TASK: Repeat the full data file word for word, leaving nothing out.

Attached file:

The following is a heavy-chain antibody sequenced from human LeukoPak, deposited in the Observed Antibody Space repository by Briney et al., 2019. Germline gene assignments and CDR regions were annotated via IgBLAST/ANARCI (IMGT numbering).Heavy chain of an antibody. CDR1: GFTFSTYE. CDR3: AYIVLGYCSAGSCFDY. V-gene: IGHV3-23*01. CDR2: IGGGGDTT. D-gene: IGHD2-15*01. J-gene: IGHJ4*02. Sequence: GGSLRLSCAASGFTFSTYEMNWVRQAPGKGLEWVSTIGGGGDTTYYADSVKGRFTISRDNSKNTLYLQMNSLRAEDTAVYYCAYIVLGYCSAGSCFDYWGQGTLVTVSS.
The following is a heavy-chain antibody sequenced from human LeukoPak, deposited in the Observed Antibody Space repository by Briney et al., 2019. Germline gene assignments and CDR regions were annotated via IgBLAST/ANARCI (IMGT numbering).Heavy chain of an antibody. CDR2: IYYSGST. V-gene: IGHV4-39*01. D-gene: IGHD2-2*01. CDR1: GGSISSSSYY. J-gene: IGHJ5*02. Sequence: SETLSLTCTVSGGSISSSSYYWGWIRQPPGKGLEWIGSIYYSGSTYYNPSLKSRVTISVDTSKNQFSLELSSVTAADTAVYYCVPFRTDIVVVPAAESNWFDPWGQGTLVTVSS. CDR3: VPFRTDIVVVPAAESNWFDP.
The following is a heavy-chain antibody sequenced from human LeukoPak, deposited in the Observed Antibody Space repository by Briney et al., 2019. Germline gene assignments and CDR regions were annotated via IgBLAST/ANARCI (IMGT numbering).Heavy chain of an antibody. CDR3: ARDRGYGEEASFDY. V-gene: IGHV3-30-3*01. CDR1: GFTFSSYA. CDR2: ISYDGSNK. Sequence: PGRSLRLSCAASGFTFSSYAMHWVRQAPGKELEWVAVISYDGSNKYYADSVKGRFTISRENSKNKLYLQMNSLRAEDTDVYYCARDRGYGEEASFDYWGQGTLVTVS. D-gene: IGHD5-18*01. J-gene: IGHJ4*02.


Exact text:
The following is a heavy-chain antibody sequenced from human LeukoPak, deposited in the Observed Antibody Space repository by Briney et al., 2019. Germline gene assignments and CDR regions were annotated via IgBLAST/ANARCI (IMGT numbering).Heavy chain of an antibody. CDR1: GFTFSTYE. CDR3: AYIVLGYCSAGSCFDY. V-gene: IGHV3-23*01. CDR2: IGGGGDTT. D-gene: IGHD2-15*01. J-gene: IGHJ4*02. Sequence: GGSLRLSCAASGFTFSTYEMNWVRQAPGKGLEWVSTIGGGGDTTYYADSVKGRFTISRDNSKNTLYLQMNSLRAEDTAVYYCAYIVLGYCSAGSCFDYWGQGTLVTVSS.
The following is a heavy-chain antibody sequenced from human LeukoPak, deposited in the Observed Antibody Space repository by Briney et al., 2019. Germline gene assignments and CDR regions were annotated via IgBLAST/ANARCI (IMGT numbering).Heavy chain of an antibody. CDR2: IYYSGST. V-gene: IGHV4-39*01. D-gene: IGHD2-2*01. CDR1: GGSISSSSYY. J-gene: IGHJ5*02. Sequence: SETLSLTCTVSGGSISSSSYYWGWIRQPPGKGLEWIGSIYYSGSTYYNPSLKSRVTISVDTSKNQFSLELSSVTAADTAVYYCVPFRTDIVVVPAAESNWFDPWGQGTLVTVSS. CDR3: VPFRTDIVVVPAAESNWFDP.
The following is a heavy-chain antibody sequenced from human LeukoPak, deposited in the Observed Antibody Space repository by Briney et al., 2019. Germline gene assignments and CDR regions were annotated via IgBLAST/ANARCI (IMGT numbering).Heavy chain of an antibody. CDR3: ARDRGYGEEASFDY. V-gene: IGHV3-30-3*01. CDR1: GFTFSSYA. CDR2: ISYDGSNK. Sequence: PGRSLRLSCAASGFTFSSYAMHWVRQAPGKELEWVAVISYDGSNKYYADSVKGRFTISRENSKNKLYLQMNSLRAEDTDVYYCARDRGYGEEASFDYWGQGTLVTVS. D-gene: IGHD5-18*01. J-gene: IGHJ4*02.